The Supreme Court’s decision in the long running case of Mills –v- Mills has now been made. The Supreme Court was asked to look into whether or not the court was entitled to decline an increase in Mrs Mills’ maintenance payments in respect of some or all of her rent when her housing needs had been fully addressed in the original divorce proceedings.

Mr and Mrs Mills divorced in 2002. They had a young son who continued to live with the mother. Mrs Mills was awarded the majority of the liquid capital of the family assets, some £230,000, in relation to her housing needs. She transferred the family business, the main source of the family income, to Mr Mills. Mrs Mills was further awarded maintenance for life of £1,200 (£13,200 per annum). Life maintenance will be ongoing until a trigger brings the arrangement to an end, such as the death of one party, the remarriage of the receiving party or a further order of the court.

Mrs Mills made some very bad financial choices buying properties with increasingly larger mortgages and eventually ended up having to live in rented accommodation with her now adult son. She made an application to the court to have the amount of maintenance Mr Mills was paying increased. Mr Mills, who was now married and looking after his new family which included two young children, made a cross application to have the maintenance he was paying reduced and he further argued that the maintenance payments should be for a fixed term and not for life.

The court dismissed both applications despite the fact that Mrs Mills’ monthly income needs had a substantial shortfall. Where an application is made to the court to vary the terms of spousal maintenance payments the court must consider the circumstances at the time of the application. Mrs Mills’ shortfall was genuine however the court dismissed the applications in any event.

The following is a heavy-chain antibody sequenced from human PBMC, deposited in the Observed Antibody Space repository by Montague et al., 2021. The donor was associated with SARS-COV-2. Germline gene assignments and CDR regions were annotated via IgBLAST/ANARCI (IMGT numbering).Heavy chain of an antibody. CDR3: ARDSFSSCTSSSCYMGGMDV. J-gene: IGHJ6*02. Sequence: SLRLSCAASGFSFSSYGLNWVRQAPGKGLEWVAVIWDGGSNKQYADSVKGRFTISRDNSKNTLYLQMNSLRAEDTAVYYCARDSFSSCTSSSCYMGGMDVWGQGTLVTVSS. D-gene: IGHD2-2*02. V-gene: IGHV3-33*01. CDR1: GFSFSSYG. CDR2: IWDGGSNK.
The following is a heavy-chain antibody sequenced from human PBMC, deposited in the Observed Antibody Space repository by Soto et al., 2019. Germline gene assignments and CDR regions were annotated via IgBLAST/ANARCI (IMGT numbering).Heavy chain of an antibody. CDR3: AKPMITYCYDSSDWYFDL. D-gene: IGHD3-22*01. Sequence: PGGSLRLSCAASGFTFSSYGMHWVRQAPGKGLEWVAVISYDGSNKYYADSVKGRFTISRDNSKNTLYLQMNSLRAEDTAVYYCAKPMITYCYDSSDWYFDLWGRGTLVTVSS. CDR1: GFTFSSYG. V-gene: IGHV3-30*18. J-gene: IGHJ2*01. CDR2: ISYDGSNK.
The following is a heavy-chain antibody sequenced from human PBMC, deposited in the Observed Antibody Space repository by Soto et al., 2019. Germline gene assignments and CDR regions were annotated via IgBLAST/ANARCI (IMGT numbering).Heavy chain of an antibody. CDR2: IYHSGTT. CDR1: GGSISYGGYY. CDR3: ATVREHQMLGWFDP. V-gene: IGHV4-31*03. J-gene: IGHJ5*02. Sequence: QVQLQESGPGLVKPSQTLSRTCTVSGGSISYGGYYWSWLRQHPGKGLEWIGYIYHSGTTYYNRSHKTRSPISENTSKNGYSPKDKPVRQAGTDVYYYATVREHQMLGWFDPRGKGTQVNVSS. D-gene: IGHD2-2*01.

Mrs Mills appealed to the Court of Appeal arguing that she was unable to increase her monthly income and could not decrease her expenditure further and for this reason the maintenance should increase and Mr Mills should pay the shortfall between her income and her income needs. Mr Mills made a cross application. The Court of Appeal found in Mrs Mills’ favour and ordered the maintenance payment to be increased to £1,441, £17,292 per annum. Mr Mills appealed to the Supreme Court.

The Supreme Court allowed Mr Mills’ appeal on the amount of the maintenance but he was not permitted to appeal the decision that he should continue to pay maintenance for life. The Supreme Court found in his favour and ordered the maintenance to be brought back to its original amount of £1,100 per month as per the 2002 order. The Supreme Court held that Mrs Mills’ housing needs had been fully addressed within the award she had received in 2002. Her current needs were a result of the choices she had made. Ordering Mr Mills to pay an increased amount now would mean that he would be paying for her housing needs twice, first in 2002 when she took over 90% of the liquid capital and now the increase in her rent. Mrs Mills was effectively asking Mr Mills to be responsible for the consequences of her bad financial decisions.

This decision has not done away with the maintenance for life awards neither has it barred applicants from making applications due to the wide discretion the Court has. However the Supreme Court has set the bar high for varying awards where the housing needs of one party have been fully addressed in the original divorce proceedings despite the fact the paying spouse may be able to afford the increase that has been applied for.